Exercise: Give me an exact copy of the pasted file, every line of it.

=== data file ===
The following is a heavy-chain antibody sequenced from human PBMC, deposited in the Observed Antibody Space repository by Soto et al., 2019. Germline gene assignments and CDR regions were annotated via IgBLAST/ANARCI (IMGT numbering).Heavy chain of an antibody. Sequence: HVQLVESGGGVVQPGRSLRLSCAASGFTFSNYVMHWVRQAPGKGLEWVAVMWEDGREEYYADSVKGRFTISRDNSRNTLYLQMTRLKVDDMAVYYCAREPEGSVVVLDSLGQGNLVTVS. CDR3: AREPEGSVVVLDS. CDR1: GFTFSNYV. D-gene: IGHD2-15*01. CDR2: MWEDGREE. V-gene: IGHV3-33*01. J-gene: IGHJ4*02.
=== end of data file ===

The following is a heavy-chain antibody sequenced from human PBMC, deposited in the Observed Antibody Space repository by Soto et al., 2019. Germline gene assignments and CDR regions were annotated via IgBLAST/ANARCI (IMGT numbering).Heavy chain of an antibody. Sequence: HVQLVESGGGVVQPGRSLRLSCAASGFTFSNYVMHWVRQAPGKGLEWVAVMWEDGREEYYADSVKGRFTISRDNSRNTLYLQMTRLKVDDMAVYYCAREPEGSVVVLDSLGQGNLVTVS. CDR3: AREPEGSVVVLDS. CDR1: GFTFSNYV. D-gene: IGHD2-15*01. CDR2: MWEDGREE. V-gene: IGHV3-33*01. J-gene: IGHJ4*02.